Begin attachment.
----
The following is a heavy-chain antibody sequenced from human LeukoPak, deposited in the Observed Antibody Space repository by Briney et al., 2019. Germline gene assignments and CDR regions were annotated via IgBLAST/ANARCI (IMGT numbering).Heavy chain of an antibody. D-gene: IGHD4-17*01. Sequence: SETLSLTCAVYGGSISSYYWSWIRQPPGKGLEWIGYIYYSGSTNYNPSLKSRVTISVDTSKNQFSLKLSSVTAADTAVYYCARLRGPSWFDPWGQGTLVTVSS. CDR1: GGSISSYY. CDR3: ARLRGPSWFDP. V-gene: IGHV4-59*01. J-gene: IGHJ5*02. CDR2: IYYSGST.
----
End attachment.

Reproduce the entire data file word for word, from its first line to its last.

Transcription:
The following is a heavy-chain antibody sequenced from human LeukoPak, deposited in the Observed Antibody Space repository by Briney et al., 2019. Germline gene assignments and CDR regions were annotated via IgBLAST/ANARCI (IMGT numbering).Heavy chain of an antibody. D-gene: IGHD4-17*01. Sequence: SETLSLTCAVYGGSISSYYWSWIRQPPGKGLEWIGYIYYSGSTNYNPSLKSRVTISVDTSKNQFSLKLSSVTAADTAVYYCARLRGPSWFDPWGQGTLVTVSS. CDR1: GGSISSYY. CDR3: ARLRGPSWFDP. V-gene: IGHV4-59*01. J-gene: IGHJ5*02. CDR2: IYYSGST.